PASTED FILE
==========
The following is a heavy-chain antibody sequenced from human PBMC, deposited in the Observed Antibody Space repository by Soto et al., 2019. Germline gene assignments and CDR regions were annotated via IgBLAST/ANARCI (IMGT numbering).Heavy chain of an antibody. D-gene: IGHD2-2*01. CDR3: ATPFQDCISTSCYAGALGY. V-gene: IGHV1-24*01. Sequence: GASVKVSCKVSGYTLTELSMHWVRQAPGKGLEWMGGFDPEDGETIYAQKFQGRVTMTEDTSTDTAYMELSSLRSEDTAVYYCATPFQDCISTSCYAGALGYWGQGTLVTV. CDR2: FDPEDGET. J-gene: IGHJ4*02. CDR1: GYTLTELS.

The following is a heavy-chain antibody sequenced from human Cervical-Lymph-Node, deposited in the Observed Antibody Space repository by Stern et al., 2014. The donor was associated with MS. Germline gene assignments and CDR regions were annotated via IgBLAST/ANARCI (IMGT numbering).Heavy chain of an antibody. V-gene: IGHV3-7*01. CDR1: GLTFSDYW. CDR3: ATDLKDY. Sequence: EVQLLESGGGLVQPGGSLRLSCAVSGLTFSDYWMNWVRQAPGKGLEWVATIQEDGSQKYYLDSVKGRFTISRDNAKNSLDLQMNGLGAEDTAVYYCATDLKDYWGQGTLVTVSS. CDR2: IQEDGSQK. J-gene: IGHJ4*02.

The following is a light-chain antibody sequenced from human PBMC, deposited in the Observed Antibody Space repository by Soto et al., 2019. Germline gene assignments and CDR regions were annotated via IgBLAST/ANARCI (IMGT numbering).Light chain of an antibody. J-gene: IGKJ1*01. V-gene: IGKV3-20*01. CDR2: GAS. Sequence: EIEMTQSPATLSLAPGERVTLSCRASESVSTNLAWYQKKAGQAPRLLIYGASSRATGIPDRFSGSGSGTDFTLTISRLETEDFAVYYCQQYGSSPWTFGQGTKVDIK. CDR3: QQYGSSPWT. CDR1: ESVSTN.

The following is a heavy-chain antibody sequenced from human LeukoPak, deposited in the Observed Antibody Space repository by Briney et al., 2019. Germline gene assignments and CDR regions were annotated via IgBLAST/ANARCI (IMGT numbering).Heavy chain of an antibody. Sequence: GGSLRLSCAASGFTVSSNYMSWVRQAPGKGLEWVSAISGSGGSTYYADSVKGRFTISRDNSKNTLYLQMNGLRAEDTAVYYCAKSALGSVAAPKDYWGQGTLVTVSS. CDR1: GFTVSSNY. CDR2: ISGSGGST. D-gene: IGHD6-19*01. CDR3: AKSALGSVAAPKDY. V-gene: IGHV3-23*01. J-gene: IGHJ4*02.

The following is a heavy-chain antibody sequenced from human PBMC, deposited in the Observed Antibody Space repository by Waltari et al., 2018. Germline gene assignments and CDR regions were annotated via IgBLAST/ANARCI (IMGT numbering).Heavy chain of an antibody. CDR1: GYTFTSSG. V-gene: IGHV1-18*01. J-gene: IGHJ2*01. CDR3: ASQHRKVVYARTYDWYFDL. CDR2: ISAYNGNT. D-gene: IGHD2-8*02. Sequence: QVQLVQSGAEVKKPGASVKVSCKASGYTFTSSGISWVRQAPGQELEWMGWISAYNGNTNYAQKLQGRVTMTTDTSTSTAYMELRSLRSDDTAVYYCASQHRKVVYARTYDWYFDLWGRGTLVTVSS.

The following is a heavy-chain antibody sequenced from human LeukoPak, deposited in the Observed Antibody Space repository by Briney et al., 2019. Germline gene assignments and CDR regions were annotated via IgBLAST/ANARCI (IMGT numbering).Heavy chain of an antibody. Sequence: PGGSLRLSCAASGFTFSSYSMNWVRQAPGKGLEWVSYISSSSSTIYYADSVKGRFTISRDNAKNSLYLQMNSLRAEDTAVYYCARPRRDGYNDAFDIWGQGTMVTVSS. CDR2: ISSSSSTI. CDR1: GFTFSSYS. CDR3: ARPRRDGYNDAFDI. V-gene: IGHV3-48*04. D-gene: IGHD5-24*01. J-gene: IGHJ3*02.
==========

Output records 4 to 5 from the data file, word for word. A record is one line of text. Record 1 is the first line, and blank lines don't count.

The following is a heavy-chain antibody sequenced from human LeukoPak, deposited in the Observed Antibody Space repository by Briney et al., 2019. Germline gene assignments and CDR regions were annotated via IgBLAST/ANARCI (IMGT numbering).Heavy chain of an antibody. Sequence: GGSLRLSCAASGFTVSSNYMSWVRQAPGKGLEWVSAISGSGGSTYYADSVKGRFTISRDNSKNTLYLQMNGLRAEDTAVYYCAKSALGSVAAPKDYWGQGTLVTVSS. CDR1: GFTVSSNY. CDR2: ISGSGGST. D-gene: IGHD6-19*01. CDR3: AKSALGSVAAPKDY. V-gene: IGHV3-23*01. J-gene: IGHJ4*02.

The following is a heavy-chain antibody sequenced from human PBMC, deposited in the Observed Antibody Space repository by Waltari et al., 2018. Germline gene assignments and CDR regions were annotated via IgBLAST/ANARCI (IMGT numbering).Heavy chain of an antibody. CDR1: GYTFTSSG. V-gene: IGHV1-18*01. J-gene: IGHJ2*01. CDR3: ASQHRKVVYARTYDWYFDL. CDR2: ISAYNGNT. D-gene: IGHD2-8*02. Sequence: QVQLVQSGAEVKKPGASVKVSCKASGYTFTSSGISWVRQAPGQELEWMGWISAYNGNTNYAQKLQGRVTMTTDTSTSTAYMELRSLRSDDTAVYYCASQHRKVVYARTYDWYFDLWGRGTLVTVSS.